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The month of December was not terribly kind to the Los Angeles Lakers. Sure, they finished with an 8-7 record, but this month will be remembered as the one which the Lakers were truly unhealthy. Well, to be honest, the team has rarely been at full strength this entire year, but that was taken to a new extreme this month. But anyways, here's my Lakers breakdown for the month of December.
The Good: Kyle Kuzma
Anyone who watches basketball knows that this Lakers team is essentially on a trial run. When the best player in the world comes to town, he expects to have the best supporting cast around him possible to give him the best chance to win a title. With the lack of a definitive second option, all eyes have been on the Lakers' young core to see who can be the Robin to LeBron's Batman (at least for this season). While Magic Johnson stated this was supposed to be Brandon Ingram, it has been Kyle Kuzma who has answered the call, and in a big way too.
December Stats: 22.0 PPG, 7.0 RPG, 3.6 APG, 0.6 SPG, 0.4 BPG, 48.0 FG percent, 31.1 3PT percent, 82.4 FT percent
This was easily his best month of the season. He increased most of his counting numbers while increasing his efficiency. When watching Lakers games, the announcers often spoke of Kuz developing a more well-rounded game, and the stats show that; at least on the offensive end. While defensively there is much to be desired, he has made improvements. He needs to learn to play with his feet rather than his hands on a consistent basis as well as get stronger to handle post players, but he has held his own when switched onto guards in the pick and roll.
His amazing month included two double-doubles, a pair of 33-point games, and six consecutive games scoring 20+ points—this could've been 10 straight games had he not only scored 14 in the Lakers' blowout win over the Charlotte Hornets.
The team hopes that Kuzma can keep up this stellar play, especially with LeBron out. Speaking of which...
The Bad: Injuries
As mentioned during the intro, the Lakers' roster was decimated by injuries this month.
Rajon Rondo, who came into the month missing time with a broken hand, missed 11 games in December with that ailment. He then returned for three games and helped carry the Lakers to a blowout win over the Golden State Warriors on Christmas Day, only to mysteriously injure himself that game and miss the last three games of the month.
Brandon Ingram sprained his ankle early in the second game of the month and missed the following seven games. The Lakers went 3-4 in those games, though that has much more to do with Javale McGee falling ill and missing those last two games. In fact, McGee missed seven games of his own, and that's when the Lakers began to fall apart. The Lakers were 5-3 prior to McGee's illness; they were 2-5 without him.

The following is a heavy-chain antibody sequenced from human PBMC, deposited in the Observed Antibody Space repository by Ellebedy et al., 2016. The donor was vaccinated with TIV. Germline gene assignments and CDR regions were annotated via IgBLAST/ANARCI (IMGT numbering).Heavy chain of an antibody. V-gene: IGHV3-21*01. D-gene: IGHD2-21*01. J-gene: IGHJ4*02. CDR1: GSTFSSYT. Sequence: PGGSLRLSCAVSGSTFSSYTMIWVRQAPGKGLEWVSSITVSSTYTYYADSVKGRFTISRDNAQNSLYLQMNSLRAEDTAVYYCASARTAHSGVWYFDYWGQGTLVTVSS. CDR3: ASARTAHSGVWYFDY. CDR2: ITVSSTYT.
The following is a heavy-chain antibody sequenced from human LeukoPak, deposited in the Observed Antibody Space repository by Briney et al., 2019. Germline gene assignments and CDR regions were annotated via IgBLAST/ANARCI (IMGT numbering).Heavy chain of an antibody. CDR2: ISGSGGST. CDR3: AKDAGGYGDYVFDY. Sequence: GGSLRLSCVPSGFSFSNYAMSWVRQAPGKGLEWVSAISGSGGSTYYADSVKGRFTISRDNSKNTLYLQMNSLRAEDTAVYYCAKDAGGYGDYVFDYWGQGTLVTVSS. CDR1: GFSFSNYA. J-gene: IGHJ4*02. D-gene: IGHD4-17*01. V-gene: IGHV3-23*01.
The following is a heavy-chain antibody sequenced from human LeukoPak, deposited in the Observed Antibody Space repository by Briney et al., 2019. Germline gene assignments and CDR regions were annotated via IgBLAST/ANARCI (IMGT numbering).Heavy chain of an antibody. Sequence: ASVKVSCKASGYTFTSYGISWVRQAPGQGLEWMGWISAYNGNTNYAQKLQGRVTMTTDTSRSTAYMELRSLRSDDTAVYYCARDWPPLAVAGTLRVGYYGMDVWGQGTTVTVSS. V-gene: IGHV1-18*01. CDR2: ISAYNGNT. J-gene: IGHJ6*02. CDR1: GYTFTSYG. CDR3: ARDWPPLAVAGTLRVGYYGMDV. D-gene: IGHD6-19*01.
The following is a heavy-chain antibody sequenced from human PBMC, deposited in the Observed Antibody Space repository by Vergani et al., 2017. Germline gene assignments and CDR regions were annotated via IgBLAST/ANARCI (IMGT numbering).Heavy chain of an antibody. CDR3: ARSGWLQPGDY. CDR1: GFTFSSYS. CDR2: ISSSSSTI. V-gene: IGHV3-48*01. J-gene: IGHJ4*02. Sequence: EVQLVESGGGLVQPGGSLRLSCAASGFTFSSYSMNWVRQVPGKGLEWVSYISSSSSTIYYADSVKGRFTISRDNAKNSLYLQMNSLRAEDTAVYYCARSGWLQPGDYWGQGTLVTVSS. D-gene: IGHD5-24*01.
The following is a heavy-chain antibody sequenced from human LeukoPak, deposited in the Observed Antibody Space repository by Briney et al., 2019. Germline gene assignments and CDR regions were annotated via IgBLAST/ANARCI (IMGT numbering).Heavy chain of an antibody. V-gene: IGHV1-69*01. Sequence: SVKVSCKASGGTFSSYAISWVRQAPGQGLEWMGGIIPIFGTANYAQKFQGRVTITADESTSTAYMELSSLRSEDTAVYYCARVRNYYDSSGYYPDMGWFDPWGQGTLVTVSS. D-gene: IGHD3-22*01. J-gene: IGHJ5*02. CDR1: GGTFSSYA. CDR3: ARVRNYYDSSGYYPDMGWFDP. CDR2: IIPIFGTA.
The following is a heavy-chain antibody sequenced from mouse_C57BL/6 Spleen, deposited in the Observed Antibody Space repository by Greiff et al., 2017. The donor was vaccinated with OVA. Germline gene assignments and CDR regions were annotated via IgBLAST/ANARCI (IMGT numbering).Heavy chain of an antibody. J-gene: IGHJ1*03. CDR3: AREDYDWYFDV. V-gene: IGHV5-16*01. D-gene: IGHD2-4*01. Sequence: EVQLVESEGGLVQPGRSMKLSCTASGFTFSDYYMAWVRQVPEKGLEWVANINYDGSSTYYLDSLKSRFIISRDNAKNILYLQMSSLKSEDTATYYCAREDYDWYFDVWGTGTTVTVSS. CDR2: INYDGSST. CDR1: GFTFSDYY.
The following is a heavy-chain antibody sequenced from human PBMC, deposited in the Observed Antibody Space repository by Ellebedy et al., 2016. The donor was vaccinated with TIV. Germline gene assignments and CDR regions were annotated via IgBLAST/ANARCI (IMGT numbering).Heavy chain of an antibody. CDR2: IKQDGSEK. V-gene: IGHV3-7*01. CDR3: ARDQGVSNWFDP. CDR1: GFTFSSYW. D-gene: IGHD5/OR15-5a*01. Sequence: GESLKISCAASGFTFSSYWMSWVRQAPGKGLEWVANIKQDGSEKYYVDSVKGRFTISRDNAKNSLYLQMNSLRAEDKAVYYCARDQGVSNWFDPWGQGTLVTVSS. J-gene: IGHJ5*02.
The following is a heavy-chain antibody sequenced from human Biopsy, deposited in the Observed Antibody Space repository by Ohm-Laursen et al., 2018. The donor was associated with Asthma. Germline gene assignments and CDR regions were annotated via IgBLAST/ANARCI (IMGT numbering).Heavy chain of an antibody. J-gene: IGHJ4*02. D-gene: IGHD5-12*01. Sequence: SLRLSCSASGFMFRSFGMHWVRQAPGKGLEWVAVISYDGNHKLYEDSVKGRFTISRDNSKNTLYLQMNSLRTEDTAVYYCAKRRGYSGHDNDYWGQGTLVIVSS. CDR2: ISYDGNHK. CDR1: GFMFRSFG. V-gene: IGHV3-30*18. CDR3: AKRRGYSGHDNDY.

And of course, the most impactful injury of them all, LeBron James strained his groin in the third quarter of the Lakers-Warriors Christmas showdown. While watching the game I assumed, "It's LeBron; he'll just walk it off during the timeout and he'll be good to go."
I was terribly mistaken. He missed the rest of the game, and thus began the murmurings: is the beginning of LeBron's decline?
I don't think so. I think he just slipped and stretched in an awkward position, heard something pop, and realizing the respect he has for his body and his future and is taking as much time as he needs to get back to 100 percent.
Only problem is that the Lakers are going to miss him dearly. In December, they were 1-2 without him. It could've been 2-1 if the team didn't choke at Sacramento, but any prolonged amount of time without James could spell trouble. The Lakers were fourth in the West on Christmas; they were the sixth seed less than a week later. An extended losing period could see the team fall out of the playoff picture entirely, which will not only dub this season as a disappointment for the Lakers, but likely prevent them from acquiring a big name free agent this summer.
The Ugly: Free Throws
Remember in my season preview when I mentioned how the Lakers poor free throw shooting could be costly? Well, they're dead last in the league in free throw percentage at 69 percent (let's be adults about this). They currently have 12 players shooting below league average from the line, 12!
I don't even know what the team can do to improve. People like Skip Bayless have suggested practices where the team does nothing but shoot free throws, but I'm not sure how effective that will be. In high school, I shot 75-80 percent from the free throw line in practice, but in game, well, let's just say I was approaching DeAndre Jordan levels of putrid (part of that was due to the lack of in-game free throws I attempted, but I digress). Maybe the whole team needs to work with the Lethal Shooter; it seems to have worked for Kentavious Caldwell-Pope.
And that does it for this article. I was aiming to post a lot more during winter break, but wifi was very limited where I was. The next few weeks might be spotty due to me starting my job (again, any Java aficionados, HIT ME UP!), adapting to the "adulting" life, and some special announcement that you should all stay tuned for. You know how to reach me:
Facebook: Olamide Olatunbosun
Aight, thanks for reading, and until next time, deuces!